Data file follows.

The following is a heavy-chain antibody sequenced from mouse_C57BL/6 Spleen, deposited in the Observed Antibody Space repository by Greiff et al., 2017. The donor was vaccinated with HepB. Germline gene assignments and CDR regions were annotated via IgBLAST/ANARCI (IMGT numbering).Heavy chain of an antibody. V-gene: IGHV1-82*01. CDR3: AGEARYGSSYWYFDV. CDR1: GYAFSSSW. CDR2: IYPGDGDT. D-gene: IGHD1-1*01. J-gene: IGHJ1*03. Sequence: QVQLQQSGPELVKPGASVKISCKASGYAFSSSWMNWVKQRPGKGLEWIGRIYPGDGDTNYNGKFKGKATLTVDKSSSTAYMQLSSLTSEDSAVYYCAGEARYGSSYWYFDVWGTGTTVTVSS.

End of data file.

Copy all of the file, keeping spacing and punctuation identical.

The following is a heavy-chain antibody sequenced from mouse_C57BL/6 Spleen, deposited in the Observed Antibody Space repository by Greiff et al., 2017. The donor was vaccinated with HepB. Germline gene assignments and CDR regions were annotated via IgBLAST/ANARCI (IMGT numbering).Heavy chain of an antibody. V-gene: IGHV1-82*01. CDR3: AGEARYGSSYWYFDV. CDR1: GYAFSSSW. CDR2: IYPGDGDT. D-gene: IGHD1-1*01. J-gene: IGHJ1*03. Sequence: QVQLQQSGPELVKPGASVKISCKASGYAFSSSWMNWVKQRPGKGLEWIGRIYPGDGDTNYNGKFKGKATLTVDKSSSTAYMQLSSLTSEDSAVYYCAGEARYGSSYWYFDVWGTGTTVTVSS.